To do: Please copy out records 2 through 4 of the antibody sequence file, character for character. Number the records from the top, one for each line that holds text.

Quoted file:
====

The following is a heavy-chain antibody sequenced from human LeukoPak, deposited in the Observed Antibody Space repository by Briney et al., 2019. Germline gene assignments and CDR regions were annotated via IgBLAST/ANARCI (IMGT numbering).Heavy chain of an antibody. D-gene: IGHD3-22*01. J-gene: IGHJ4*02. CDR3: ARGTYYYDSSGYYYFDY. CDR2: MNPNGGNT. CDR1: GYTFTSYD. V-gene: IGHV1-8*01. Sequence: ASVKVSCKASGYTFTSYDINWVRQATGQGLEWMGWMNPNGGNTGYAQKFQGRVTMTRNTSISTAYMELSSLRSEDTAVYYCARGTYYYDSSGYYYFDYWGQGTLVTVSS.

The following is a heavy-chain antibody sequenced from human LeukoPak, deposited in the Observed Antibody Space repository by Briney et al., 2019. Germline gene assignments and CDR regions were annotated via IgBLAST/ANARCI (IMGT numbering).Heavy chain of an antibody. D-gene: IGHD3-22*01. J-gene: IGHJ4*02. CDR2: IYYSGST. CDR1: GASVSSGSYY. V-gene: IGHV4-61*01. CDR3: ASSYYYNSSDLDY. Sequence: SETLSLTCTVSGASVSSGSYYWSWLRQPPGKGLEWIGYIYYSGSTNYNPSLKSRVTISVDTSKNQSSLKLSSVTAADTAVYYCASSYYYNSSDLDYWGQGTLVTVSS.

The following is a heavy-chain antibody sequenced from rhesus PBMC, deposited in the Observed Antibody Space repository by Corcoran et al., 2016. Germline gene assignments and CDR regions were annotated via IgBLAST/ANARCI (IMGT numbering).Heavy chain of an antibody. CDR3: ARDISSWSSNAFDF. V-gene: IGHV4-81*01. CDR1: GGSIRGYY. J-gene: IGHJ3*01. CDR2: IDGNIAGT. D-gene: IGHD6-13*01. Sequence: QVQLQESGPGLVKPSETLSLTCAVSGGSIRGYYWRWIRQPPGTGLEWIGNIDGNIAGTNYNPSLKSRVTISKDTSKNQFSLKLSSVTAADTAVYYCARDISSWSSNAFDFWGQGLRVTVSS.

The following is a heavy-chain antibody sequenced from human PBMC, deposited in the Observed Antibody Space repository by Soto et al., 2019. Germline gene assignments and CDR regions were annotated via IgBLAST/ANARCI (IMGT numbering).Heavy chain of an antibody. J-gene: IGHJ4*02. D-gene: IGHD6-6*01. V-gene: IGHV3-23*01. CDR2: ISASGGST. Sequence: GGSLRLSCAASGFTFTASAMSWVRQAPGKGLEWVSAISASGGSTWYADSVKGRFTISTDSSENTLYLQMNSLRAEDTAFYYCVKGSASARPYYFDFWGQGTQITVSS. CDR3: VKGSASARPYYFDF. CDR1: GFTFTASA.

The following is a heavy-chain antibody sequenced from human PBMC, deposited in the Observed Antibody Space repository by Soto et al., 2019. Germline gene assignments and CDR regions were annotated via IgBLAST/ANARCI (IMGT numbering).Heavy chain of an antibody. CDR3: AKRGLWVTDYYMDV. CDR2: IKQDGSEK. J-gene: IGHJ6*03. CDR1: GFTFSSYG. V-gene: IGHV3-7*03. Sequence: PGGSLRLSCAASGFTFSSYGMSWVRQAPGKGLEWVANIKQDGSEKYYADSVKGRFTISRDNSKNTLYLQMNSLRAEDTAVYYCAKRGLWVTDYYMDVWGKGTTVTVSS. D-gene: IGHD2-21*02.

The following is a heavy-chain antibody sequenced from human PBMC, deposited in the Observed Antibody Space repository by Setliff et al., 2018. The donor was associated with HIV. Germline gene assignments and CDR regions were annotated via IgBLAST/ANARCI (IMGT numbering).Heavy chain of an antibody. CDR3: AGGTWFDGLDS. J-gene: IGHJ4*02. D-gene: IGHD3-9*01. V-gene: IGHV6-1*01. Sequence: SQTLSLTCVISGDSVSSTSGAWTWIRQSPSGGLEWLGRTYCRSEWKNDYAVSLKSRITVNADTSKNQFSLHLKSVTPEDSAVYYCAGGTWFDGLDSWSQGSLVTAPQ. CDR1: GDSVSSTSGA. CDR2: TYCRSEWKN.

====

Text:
The following is a heavy-chain antibody sequenced from human LeukoPak, deposited in the Observed Antibody Space repository by Briney et al., 2019. Germline gene assignments and CDR regions were annotated via IgBLAST/ANARCI (IMGT numbering).Heavy chain of an antibody. D-gene: IGHD3-22*01. J-gene: IGHJ4*02. CDR2: IYYSGST. CDR1: GASVSSGSYY. V-gene: IGHV4-61*01. CDR3: ASSYYYNSSDLDY. Sequence: SETLSLTCTVSGASVSSGSYYWSWLRQPPGKGLEWIGYIYYSGSTNYNPSLKSRVTISVDTSKNQSSLKLSSVTAADTAVYYCASSYYYNSSDLDYWGQGTLVTVSS.

The following is a heavy-chain antibody sequenced from rhesus PBMC, deposited in the Observed Antibody Space repository by Corcoran et al., 2016. Germline gene assignments and CDR regions were annotated via IgBLAST/ANARCI (IMGT numbering).Heavy chain of an antibody. CDR3: ARDISSWSSNAFDF. V-gene: IGHV4-81*01. CDR1: GGSIRGYY. J-gene: IGHJ3*01. CDR2: IDGNIAGT. D-gene: IGHD6-13*01. Sequence: QVQLQESGPGLVKPSETLSLTCAVSGGSIRGYYWRWIRQPPGTGLEWIGNIDGNIAGTNYNPSLKSRVTISKDTSKNQFSLKLSSVTAADTAVYYCARDISSWSSNAFDFWGQGLRVTVSS.

The following is a heavy-chain antibody sequenced from human PBMC, deposited in the Observed Antibody Space repository by Soto et al., 2019. Germline gene assignments and CDR regions were annotated via IgBLAST/ANARCI (IMGT numbering).Heavy chain of an antibody. J-gene: IGHJ4*02. D-gene: IGHD6-6*01. V-gene: IGHV3-23*01. CDR2: ISASGGST. Sequence: GGSLRLSCAASGFTFTASAMSWVRQAPGKGLEWVSAISASGGSTWYADSVKGRFTISTDSSENTLYLQMNSLRAEDTAFYYCVKGSASARPYYFDFWGQGTQITVSS. CDR3: VKGSASARPYYFDF. CDR1: GFTFTASA.